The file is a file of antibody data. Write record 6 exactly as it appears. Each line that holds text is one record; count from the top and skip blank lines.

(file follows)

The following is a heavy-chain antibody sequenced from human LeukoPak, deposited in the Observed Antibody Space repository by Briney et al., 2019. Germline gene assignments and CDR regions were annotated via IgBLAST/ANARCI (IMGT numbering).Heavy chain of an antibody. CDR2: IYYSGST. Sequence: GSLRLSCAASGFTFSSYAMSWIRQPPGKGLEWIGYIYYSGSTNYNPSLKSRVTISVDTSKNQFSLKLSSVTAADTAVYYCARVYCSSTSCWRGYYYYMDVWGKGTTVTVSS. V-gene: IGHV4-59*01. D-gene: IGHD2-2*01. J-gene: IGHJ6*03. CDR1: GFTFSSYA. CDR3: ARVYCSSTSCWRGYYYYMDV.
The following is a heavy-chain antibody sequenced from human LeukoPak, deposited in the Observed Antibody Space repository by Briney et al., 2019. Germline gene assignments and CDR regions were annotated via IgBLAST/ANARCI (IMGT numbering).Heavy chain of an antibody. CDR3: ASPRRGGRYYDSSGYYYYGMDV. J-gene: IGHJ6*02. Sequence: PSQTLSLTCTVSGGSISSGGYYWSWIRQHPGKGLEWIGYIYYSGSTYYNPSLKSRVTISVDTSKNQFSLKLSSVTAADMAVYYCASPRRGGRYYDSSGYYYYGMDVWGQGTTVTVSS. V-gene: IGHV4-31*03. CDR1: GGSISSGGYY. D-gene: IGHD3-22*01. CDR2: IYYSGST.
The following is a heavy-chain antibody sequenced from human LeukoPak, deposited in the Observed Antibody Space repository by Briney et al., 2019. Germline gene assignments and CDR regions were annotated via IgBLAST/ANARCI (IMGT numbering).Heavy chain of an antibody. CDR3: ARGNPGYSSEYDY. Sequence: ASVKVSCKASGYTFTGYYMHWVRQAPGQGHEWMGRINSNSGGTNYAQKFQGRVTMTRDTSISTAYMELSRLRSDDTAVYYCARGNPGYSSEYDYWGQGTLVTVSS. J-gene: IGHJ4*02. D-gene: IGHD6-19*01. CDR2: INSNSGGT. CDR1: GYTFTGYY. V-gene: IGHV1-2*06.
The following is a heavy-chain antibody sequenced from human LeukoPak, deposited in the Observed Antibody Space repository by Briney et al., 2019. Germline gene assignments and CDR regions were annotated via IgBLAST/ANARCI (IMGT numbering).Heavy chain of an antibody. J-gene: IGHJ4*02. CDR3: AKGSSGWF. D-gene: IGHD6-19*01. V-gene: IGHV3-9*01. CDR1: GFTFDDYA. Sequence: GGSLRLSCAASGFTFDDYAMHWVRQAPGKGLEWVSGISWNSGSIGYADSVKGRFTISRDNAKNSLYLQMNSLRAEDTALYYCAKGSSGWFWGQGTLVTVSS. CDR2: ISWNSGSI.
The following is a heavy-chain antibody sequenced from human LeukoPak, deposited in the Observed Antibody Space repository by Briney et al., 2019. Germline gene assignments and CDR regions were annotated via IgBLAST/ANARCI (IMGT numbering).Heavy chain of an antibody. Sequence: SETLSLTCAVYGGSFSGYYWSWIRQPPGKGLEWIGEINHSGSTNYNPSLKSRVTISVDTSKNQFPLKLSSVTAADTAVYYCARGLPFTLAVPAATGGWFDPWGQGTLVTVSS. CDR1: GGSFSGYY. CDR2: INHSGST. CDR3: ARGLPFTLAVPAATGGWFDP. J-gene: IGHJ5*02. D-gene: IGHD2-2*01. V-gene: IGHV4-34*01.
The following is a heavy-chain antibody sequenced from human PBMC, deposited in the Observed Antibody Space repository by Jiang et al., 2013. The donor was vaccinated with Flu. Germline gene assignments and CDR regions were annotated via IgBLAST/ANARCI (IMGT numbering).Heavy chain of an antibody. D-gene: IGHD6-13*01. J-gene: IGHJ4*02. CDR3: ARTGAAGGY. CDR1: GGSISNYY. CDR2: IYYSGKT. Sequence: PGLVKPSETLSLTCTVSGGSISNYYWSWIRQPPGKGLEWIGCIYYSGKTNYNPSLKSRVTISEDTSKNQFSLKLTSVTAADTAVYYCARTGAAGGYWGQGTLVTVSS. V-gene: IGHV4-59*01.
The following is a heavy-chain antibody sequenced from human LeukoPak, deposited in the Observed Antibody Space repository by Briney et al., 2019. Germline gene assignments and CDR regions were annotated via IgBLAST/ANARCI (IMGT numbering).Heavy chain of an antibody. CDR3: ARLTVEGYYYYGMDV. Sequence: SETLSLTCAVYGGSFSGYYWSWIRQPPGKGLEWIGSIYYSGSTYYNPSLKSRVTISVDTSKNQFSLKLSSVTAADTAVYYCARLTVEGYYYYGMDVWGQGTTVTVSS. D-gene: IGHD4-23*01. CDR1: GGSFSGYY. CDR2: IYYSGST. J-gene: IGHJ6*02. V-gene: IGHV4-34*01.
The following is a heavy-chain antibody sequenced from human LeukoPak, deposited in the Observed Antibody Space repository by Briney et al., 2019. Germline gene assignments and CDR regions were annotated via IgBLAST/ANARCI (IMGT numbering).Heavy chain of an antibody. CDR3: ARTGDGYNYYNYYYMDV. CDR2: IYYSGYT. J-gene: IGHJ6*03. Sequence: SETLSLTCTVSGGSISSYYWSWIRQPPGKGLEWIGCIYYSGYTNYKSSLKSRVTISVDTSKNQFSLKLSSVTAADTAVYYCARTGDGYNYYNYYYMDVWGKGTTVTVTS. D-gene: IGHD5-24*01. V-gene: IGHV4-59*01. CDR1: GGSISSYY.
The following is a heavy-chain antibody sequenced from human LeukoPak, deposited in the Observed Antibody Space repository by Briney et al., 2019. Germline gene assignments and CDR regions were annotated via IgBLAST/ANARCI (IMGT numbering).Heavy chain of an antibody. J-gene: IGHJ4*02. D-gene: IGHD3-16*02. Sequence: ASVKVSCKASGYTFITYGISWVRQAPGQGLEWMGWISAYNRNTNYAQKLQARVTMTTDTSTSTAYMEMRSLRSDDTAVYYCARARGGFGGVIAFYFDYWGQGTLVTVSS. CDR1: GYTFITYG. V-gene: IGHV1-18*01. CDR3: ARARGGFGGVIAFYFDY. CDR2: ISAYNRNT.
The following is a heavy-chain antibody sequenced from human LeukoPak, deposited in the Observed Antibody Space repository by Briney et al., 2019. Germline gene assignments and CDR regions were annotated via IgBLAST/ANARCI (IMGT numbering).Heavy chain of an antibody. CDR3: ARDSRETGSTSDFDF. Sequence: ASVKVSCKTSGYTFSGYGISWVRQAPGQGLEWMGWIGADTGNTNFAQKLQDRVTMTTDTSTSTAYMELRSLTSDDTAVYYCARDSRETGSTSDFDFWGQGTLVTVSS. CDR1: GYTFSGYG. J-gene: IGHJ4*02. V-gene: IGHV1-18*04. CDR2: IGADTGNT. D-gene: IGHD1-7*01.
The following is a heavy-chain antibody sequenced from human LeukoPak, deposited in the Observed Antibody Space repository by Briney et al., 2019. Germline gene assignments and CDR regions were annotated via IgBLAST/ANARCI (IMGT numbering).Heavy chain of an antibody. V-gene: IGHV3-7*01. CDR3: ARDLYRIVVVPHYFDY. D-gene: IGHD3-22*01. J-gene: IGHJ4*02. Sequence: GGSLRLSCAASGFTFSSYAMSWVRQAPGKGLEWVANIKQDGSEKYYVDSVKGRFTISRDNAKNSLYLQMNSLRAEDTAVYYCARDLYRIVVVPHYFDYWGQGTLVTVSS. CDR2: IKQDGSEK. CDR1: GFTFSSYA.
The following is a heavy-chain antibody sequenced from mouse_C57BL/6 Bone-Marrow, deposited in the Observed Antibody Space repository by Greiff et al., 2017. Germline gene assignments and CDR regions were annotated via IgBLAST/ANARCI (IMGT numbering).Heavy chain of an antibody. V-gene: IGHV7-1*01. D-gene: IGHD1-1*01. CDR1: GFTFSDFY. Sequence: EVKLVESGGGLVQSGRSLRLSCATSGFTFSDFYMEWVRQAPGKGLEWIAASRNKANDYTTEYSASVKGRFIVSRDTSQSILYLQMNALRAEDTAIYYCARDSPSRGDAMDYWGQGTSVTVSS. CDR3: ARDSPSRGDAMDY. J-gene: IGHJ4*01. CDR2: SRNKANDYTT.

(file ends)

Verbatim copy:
The following is a heavy-chain antibody sequenced from human PBMC, deposited in the Observed Antibody Space repository by Jiang et al., 2013. The donor was vaccinated with Flu. Germline gene assignments and CDR regions were annotated via IgBLAST/ANARCI (IMGT numbering).Heavy chain of an antibody. D-gene: IGHD6-13*01. J-gene: IGHJ4*02. CDR3: ARTGAAGGY. CDR1: GGSISNYY. CDR2: IYYSGKT. Sequence: PGLVKPSETLSLTCTVSGGSISNYYWSWIRQPPGKGLEWIGCIYYSGKTNYNPSLKSRVTISEDTSKNQFSLKLTSVTAADTAVYYCARTGAAGGYWGQGTLVTVSS. V-gene: IGHV4-59*01.